As King David lay on his death bed, he thought back over his life and concluded that God had indeed been very good to him. Against overwhelming odds, he had gone from being a hunted fugitive to being the king of the nation. Even his good friend Jonathan, who rightfully should have inherited the throne from his father Saul, had never begrudged David the honor God had bestowed upon him.

Had he deserved as good a friend as Jonathan had been to him? A few years of sovereign power seemed to have gone to his head at one point. Accustomed to automatically getting what he wanted right away, it had been only natural that he hadn't considered the fact that the woman he had seen bathing on the roof had been already married to be a major obstacle to fulfillment of his desire at all.

The visit from the prophet Nathan had made David realize how wrong he had been. Stricken with remorse, David had cried out to God, and the Almighty had heard him and had had mercy upon him. Although the child he had conceived with Bathsheba in adultery had died, David had been allowed to keep his life, his kingdom, and Bathsheba, and in addition, God had blessed David and Bathsheba with a healthy son, Solomon, only a short time later.

As his life slowly ebbed away, the elderly king was at peace. He knew that his kingdom would be left in Solomon's capable hands, that his son would be a wise ruler who would build the temple that David himself had wanted so badly.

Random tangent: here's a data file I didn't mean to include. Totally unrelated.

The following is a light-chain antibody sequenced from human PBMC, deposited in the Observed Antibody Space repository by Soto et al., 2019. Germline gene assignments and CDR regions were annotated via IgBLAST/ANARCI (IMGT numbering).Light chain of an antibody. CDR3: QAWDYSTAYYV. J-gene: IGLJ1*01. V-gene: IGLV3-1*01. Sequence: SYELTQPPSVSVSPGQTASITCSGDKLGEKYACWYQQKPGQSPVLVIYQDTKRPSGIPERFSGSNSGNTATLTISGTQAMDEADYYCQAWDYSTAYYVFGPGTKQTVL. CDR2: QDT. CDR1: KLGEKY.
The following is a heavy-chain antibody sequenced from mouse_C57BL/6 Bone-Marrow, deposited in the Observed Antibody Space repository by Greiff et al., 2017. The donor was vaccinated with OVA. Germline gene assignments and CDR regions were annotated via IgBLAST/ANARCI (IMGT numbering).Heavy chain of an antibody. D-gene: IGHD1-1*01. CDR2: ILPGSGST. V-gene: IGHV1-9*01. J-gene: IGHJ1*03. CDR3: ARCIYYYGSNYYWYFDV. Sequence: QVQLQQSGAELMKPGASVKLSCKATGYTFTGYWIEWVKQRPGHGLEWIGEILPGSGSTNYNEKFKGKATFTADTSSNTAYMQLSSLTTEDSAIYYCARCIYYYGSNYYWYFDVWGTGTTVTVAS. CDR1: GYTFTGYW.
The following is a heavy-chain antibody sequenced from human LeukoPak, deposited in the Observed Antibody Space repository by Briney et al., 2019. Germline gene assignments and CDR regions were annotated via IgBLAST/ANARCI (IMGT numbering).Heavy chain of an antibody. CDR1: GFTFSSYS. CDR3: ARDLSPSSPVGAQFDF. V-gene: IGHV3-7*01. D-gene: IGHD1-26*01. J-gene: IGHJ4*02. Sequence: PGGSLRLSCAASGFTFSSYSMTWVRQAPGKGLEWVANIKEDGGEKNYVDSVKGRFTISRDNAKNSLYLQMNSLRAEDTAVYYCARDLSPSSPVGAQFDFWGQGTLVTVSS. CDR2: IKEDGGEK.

David became aware of a bright light at the end of a tunnel and knew that he was crossing over. Soon he would see God, would be reunited with his good friend Jonathan, would once again feast his eyes upon the lovely figure of his beloved Bathsheba.

He found himself standing in the middle of the most beautiful meadow he had ever seen. The sky was a breathtaking blue, and the grass was a verdant green. He could hear the birds singing, could see the butterflies flitting from flower to flower. And there was his beloved Bathsheba, but she wasn't alone.

"My wife and I have been reunited for all of eternity," Uriah the Hittite told David. His arm was around Bathsheba, and her head rested on his shoulder. "I suppose you thought that it was very clever of you to arrange for me to die in battle so that she would be free to marry you," Uriah continued. "I know that you two enjoyed the years you spent together on earth, but here in Paradise, everyone is equal, my dear king. The power you wielded upon earth means nothing here. Bathsheba has been returned to her rightful place at my side, and you, my dear king, are utterly powerless to do anything about it at all."

Crushed with disappointment, David tearfully appealed to the woman who had been his wife while on earth. "But don't you still love me, Bathsheba? We had a son together! Solomon! He's living proof of our love!"

"Solomon should have been my son." A new female voice interjected itself into the conversation, and David turned to see Saul's daughter, Michal.

"You became angry that I criticized you for dancing naked before the ark, so angry that you refused to come to my bed ever again. I could have given you sons as well, David, yet you refused to give me the opportunity."

David hung his head. He knew that Michal's words were true, and that she had a perfect right to be angry at him, as did Uriah. He had denied her the greatest honor of womanhood, the chance to become a mother, just as he had brought about the death of Uriah in battle. He gave Bathsheba one more pleading look, but she was gazing lovingly into Uriah's eyes and didn't even notice him.